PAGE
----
Kunwar Viyogi Memorial Trust in association with the Oxford Book Store, New Delhi recently organised Hindi Sahitya Utsav.
Renowned names from the field of theatre, media and literature graced the occasion that witnessed interesting insights about the role and importance of Hindi language in context to today’s changing political, social and economic scenario.
Fabled television personality, journalist and author Mrinal Pande, in her opening address, highlighted the changing dynamics of Hindi language from the pre-Independence era to today’s age of commercialization. She said that the language of every country or for that matter state defines its people, culture and its economic relevance. However, with commercialization seeping in, it has become very difficult for people to identify the difference between the use of language in context to commercialization and to strengthen their cultural ethos. She expressed an urgent need to initiate steps towards restoring the lost glory of the language and to shift focus beyond the confinements of social gatherings, seminars or conferences. She asked everyone to take pride in the fact that Hindi is a language with far greater reach and should be spoken widely by one and all.
Echoing similar sentiments, Poonam Singh Jamwal, Founder, Kunwar Viyogi Memorial Trust said that she, despite being from the era of ‘lost generation’ has made it her mission to ‘Save the Language’. Highlighting the vision of her Trust that primarily works towards the preservation and popularisation of Dogri Language, said that in Jammu, where Dogri at a time was widely spoken is today limited in selected nooks and corners of the region. Stressing that the Trust has vowed to restore the language’s past glory, Jamwal said that the Trust, as one of its initiatives has begun working on ‘Save the Language’ campaign that aims to involve youth in various academic and cultural activities so as to make the language relevant and popular yet again. The campaign, she informed will cover Dogri-speaking regions across India and conduct cultural activities that will help youth identify with their cultural roots and inculcate the sense of responsibility towards their rich heritage.
Celebrated Theater and Bollywood actor Piyush Mishra, who also addressed the audience, however, had a different take on the issue. Stating that the Hindi language never lost its significance, the actor said that Hindi films and theatre are the biggest proof of the fact that the Hindi language continues to rule the hearts of people and will never lose its sheen or significance. He, however, said that although there is wide readership of Hindi, the problem lies in the fact that today there are not many Hindi-writing authors/writers who can do justice to their Hindi reading fans.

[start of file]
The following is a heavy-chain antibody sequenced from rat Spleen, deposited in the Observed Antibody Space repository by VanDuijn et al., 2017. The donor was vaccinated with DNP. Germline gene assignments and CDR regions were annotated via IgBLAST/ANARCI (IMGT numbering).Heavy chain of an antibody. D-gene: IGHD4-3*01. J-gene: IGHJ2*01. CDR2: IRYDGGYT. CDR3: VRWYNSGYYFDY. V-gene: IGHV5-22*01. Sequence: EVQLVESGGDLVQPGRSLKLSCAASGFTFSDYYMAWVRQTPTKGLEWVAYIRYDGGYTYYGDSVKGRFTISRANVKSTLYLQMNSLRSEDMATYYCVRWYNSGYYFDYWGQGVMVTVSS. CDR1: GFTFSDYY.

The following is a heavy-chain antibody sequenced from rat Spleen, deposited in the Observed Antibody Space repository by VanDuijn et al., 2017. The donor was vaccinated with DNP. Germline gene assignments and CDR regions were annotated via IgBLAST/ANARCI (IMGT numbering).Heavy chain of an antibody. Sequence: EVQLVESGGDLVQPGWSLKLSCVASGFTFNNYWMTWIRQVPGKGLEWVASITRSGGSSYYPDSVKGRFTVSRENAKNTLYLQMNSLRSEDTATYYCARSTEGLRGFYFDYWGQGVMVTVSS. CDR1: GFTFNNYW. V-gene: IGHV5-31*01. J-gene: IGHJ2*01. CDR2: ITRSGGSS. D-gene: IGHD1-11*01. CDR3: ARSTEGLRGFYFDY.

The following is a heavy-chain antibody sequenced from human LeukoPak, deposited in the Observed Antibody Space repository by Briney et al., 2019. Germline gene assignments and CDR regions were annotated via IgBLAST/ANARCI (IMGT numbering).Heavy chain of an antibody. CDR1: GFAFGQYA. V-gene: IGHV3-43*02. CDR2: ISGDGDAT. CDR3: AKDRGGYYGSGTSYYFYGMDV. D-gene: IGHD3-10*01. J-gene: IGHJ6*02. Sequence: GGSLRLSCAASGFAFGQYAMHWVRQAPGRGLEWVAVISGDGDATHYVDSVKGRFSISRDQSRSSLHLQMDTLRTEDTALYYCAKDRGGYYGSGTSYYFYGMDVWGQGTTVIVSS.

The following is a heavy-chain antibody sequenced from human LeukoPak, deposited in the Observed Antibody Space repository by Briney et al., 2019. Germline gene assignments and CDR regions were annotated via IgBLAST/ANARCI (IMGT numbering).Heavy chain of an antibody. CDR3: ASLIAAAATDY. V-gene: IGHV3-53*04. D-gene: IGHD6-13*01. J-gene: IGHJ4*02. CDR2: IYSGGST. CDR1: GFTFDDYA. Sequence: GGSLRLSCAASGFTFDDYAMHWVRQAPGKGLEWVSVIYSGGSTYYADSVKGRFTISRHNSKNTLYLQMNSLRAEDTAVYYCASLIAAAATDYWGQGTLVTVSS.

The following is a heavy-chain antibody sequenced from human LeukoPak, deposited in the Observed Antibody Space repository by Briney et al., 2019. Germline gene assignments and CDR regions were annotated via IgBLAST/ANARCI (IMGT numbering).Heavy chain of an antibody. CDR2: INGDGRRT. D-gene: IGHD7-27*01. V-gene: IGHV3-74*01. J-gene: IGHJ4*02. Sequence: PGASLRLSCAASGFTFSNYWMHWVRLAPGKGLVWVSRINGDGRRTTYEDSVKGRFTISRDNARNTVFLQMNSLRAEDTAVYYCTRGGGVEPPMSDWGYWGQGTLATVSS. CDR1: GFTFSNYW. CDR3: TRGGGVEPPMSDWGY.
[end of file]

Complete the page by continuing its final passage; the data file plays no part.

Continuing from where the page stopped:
The Utsav also saw young and upcoming poet Ayushman Jamwal recite Sahitya Akademi awardee Kunwar Viyogi’s poems from his award-winning book ‘Ghar’. Ayushman, who received great response from the audience, read Viyogi’s poems that depicted varied emotions- love, struggle, the role of women in society, the poet’s aspirations etc. The young poet, who recently received accolades for his first book on poems Chameleon Lights also took questions from the audience and threw light on how Viyogi’s poetry challenged the poet in him and compelled him to write on topics that he would otherwise consider mundane. Describing Kunwar Viyogi’s poetry as refreshing and ahead of times, Ayushman thanked the Trust for giving him the opportunity to showcase the Dogri writer’s poetry at such a distinguished platform.
- Event Place : Oxford Bookstore, Cannaught Place, Delhi
- Date : 19-03-2017
- Time : 11:00 AM to 8:00 PM
- Ayushman Jamwal : Ayushman Jamwal is a 27-year-old journalist based in New Delhi. He is a Senior News Editor at CNN-News18. He is a graduate of the Cardiff School of Journalism and started writing poetry when he was a student at The Doon School. His book Chameleon Lights is trending on top 5 Amazon bestseller (poetry) list.
Chameleon Lights is a journey of self-discovery. The turbulent passage of love, despair, peace and revelation is played out in twenty poems. The poems reflect the rough and unpredictable road to one’s identity – to who we are, and what we are capable of.